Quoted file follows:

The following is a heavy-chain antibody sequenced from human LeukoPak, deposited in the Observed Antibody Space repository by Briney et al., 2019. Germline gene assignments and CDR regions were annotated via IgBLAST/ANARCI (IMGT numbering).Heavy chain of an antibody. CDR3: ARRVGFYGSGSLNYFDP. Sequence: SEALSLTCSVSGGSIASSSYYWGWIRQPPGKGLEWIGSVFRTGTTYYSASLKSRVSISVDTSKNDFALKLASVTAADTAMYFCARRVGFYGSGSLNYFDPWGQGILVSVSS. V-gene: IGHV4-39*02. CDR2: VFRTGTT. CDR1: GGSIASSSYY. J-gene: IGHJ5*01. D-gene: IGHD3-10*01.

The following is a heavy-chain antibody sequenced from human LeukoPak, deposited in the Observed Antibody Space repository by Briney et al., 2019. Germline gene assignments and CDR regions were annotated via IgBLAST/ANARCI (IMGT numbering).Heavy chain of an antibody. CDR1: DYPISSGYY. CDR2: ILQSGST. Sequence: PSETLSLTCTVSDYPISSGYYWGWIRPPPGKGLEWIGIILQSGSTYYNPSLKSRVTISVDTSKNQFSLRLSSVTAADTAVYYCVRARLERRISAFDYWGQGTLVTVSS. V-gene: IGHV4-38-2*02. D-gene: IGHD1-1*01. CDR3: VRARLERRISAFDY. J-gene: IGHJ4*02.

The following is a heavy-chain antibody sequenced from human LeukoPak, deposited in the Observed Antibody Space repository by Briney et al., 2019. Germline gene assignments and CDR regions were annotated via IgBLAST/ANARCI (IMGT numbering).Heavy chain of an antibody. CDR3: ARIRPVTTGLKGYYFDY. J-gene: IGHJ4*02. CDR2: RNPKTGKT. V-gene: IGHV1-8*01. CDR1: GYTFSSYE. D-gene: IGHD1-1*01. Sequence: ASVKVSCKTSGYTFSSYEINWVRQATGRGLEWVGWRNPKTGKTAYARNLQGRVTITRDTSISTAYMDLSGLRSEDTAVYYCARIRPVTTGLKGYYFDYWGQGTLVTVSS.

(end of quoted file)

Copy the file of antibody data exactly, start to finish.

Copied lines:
The following is a heavy-chain antibody sequenced from human LeukoPak, deposited in the Observed Antibody Space repository by Briney et al., 2019. Germline gene assignments and CDR regions were annotated via IgBLAST/ANARCI (IMGT numbering).Heavy chain of an antibody. CDR3: ARRVGFYGSGSLNYFDP. Sequence: SEALSLTCSVSGGSIASSSYYWGWIRQPPGKGLEWIGSVFRTGTTYYSASLKSRVSISVDTSKNDFALKLASVTAADTAMYFCARRVGFYGSGSLNYFDPWGQGILVSVSS. V-gene: IGHV4-39*02. CDR2: VFRTGTT. CDR1: GGSIASSSYY. J-gene: IGHJ5*01. D-gene: IGHD3-10*01.

The following is a heavy-chain antibody sequenced from human LeukoPak, deposited in the Observed Antibody Space repository by Briney et al., 2019. Germline gene assignments and CDR regions were annotated via IgBLAST/ANARCI (IMGT numbering).Heavy chain of an antibody. CDR1: DYPISSGYY. CDR2: ILQSGST. Sequence: PSETLSLTCTVSDYPISSGYYWGWIRPPPGKGLEWIGIILQSGSTYYNPSLKSRVTISVDTSKNQFSLRLSSVTAADTAVYYCVRARLERRISAFDYWGQGTLVTVSS. V-gene: IGHV4-38-2*02. D-gene: IGHD1-1*01. CDR3: VRARLERRISAFDY. J-gene: IGHJ4*02.

The following is a heavy-chain antibody sequenced from human LeukoPak, deposited in the Observed Antibody Space repository by Briney et al., 2019. Germline gene assignments and CDR regions were annotated via IgBLAST/ANARCI (IMGT numbering).Heavy chain of an antibody. CDR3: ARIRPVTTGLKGYYFDY. J-gene: IGHJ4*02. CDR2: RNPKTGKT. V-gene: IGHV1-8*01. CDR1: GYTFSSYE. D-gene: IGHD1-1*01. Sequence: ASVKVSCKTSGYTFSSYEINWVRQATGRGLEWVGWRNPKTGKTAYARNLQGRVTITRDTSISTAYMDLSGLRSEDTAVYYCARIRPVTTGLKGYYFDYWGQGTLVTVSS.